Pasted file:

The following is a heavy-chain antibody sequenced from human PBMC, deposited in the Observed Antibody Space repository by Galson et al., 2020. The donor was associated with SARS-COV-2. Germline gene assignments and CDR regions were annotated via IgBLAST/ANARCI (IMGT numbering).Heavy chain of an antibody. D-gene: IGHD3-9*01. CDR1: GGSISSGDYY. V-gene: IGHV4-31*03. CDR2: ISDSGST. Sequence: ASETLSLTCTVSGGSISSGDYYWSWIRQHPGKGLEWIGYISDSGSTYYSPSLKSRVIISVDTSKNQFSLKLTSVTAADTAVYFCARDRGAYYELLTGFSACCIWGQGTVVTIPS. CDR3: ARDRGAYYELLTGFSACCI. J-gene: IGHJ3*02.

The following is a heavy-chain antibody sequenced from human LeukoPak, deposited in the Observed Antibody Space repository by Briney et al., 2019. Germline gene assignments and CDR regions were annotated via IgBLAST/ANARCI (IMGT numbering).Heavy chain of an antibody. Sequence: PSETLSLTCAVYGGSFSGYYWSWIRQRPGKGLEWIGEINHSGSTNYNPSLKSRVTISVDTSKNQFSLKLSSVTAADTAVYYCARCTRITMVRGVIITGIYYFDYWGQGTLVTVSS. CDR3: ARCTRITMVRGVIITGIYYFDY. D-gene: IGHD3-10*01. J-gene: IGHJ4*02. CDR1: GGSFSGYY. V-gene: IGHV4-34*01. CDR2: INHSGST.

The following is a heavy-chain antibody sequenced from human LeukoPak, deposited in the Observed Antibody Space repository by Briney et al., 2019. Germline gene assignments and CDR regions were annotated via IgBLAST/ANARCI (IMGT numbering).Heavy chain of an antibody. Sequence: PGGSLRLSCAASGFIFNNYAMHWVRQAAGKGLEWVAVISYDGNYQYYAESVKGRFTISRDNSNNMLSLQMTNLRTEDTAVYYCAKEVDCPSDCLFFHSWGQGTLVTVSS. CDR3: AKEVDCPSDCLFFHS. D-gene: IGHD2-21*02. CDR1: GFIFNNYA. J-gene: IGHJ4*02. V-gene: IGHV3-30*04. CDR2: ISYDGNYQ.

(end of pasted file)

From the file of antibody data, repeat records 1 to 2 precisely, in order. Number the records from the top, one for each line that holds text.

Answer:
The following is a heavy-chain antibody sequenced from human PBMC, deposited in the Observed Antibody Space repository by Galson et al., 2020. The donor was associated with SARS-COV-2. Germline gene assignments and CDR regions were annotated via IgBLAST/ANARCI (IMGT numbering).Heavy chain of an antibody. D-gene: IGHD3-9*01. CDR1: GGSISSGDYY. V-gene: IGHV4-31*03. CDR2: ISDSGST. Sequence: ASETLSLTCTVSGGSISSGDYYWSWIRQHPGKGLEWIGYISDSGSTYYSPSLKSRVIISVDTSKNQFSLKLTSVTAADTAVYFCARDRGAYYELLTGFSACCIWGQGTVVTIPS. CDR3: ARDRGAYYELLTGFSACCI. J-gene: IGHJ3*02.

The following is a heavy-chain antibody sequenced from human LeukoPak, deposited in the Observed Antibody Space repository by Briney et al., 2019. Germline gene assignments and CDR regions were annotated via IgBLAST/ANARCI (IMGT numbering).Heavy chain of an antibody. Sequence: PSETLSLTCAVYGGSFSGYYWSWIRQRPGKGLEWIGEINHSGSTNYNPSLKSRVTISVDTSKNQFSLKLSSVTAADTAVYYCARCTRITMVRGVIITGIYYFDYWGQGTLVTVSS. CDR3: ARCTRITMVRGVIITGIYYFDY. D-gene: IGHD3-10*01. J-gene: IGHJ4*02. CDR1: GGSFSGYY. V-gene: IGHV4-34*01. CDR2: INHSGST.